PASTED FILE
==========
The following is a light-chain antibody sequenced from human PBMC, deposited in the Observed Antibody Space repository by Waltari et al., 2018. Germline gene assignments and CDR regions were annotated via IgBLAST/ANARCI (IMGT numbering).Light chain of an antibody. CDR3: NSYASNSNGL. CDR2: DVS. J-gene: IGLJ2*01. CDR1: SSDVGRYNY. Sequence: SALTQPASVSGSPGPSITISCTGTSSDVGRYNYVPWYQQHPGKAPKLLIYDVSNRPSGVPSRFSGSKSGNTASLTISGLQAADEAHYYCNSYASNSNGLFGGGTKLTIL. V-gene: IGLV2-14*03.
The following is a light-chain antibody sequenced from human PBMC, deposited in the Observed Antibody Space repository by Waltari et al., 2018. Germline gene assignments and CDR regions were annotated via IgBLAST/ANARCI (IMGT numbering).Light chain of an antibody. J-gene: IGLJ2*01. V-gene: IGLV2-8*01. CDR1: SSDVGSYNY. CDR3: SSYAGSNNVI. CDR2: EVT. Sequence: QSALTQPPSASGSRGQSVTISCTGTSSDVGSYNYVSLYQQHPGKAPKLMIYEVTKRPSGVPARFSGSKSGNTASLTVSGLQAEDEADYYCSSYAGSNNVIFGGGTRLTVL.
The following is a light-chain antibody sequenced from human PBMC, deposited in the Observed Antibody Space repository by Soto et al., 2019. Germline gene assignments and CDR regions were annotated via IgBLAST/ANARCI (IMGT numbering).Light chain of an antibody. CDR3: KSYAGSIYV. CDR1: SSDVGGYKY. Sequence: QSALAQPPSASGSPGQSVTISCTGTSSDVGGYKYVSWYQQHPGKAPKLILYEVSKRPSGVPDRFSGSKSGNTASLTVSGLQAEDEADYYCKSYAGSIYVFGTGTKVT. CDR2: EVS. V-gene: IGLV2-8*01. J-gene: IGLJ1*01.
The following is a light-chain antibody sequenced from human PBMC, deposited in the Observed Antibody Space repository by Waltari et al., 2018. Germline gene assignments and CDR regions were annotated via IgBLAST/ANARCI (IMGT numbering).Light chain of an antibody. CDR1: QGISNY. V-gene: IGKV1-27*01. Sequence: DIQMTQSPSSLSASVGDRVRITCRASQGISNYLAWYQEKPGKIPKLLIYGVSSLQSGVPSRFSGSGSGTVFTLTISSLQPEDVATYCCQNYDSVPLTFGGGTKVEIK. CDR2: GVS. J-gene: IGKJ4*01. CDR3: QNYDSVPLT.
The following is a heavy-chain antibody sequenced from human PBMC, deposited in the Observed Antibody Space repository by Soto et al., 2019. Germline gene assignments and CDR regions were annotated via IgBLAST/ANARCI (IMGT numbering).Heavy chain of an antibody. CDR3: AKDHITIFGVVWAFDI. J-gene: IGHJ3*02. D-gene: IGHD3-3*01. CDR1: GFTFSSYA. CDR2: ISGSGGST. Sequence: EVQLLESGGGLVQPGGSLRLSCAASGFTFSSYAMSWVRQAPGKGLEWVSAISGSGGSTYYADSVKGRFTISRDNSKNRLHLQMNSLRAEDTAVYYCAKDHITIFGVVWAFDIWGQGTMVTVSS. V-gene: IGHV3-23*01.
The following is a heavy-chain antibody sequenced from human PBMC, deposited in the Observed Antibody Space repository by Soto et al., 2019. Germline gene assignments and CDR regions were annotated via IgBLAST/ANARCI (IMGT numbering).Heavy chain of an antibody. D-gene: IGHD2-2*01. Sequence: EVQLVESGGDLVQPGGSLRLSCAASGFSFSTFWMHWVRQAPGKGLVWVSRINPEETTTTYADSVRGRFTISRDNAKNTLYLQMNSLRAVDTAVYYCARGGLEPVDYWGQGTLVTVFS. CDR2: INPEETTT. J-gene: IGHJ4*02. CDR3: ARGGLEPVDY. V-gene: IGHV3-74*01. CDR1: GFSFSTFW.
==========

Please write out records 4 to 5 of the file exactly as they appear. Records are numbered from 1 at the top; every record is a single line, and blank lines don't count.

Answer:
The following is a light-chain antibody sequenced from human PBMC, deposited in the Observed Antibody Space repository by Waltari et al., 2018. Germline gene assignments and CDR regions were annotated via IgBLAST/ANARCI (IMGT numbering).Light chain of an antibody. CDR1: QGISNY. V-gene: IGKV1-27*01. Sequence: DIQMTQSPSSLSASVGDRVRITCRASQGISNYLAWYQEKPGKIPKLLIYGVSSLQSGVPSRFSGSGSGTVFTLTISSLQPEDVATYCCQNYDSVPLTFGGGTKVEIK. CDR2: GVS. J-gene: IGKJ4*01. CDR3: QNYDSVPLT.
The following is a heavy-chain antibody sequenced from human PBMC, deposited in the Observed Antibody Space repository by Soto et al., 2019. Germline gene assignments and CDR regions were annotated via IgBLAST/ANARCI (IMGT numbering).Heavy chain of an antibody. CDR3: AKDHITIFGVVWAFDI. J-gene: IGHJ3*02. D-gene: IGHD3-3*01. CDR1: GFTFSSYA. CDR2: ISGSGGST. Sequence: EVQLLESGGGLVQPGGSLRLSCAASGFTFSSYAMSWVRQAPGKGLEWVSAISGSGGSTYYADSVKGRFTISRDNSKNRLHLQMNSLRAEDTAVYYCAKDHITIFGVVWAFDIWGQGTMVTVSS. V-gene: IGHV3-23*01.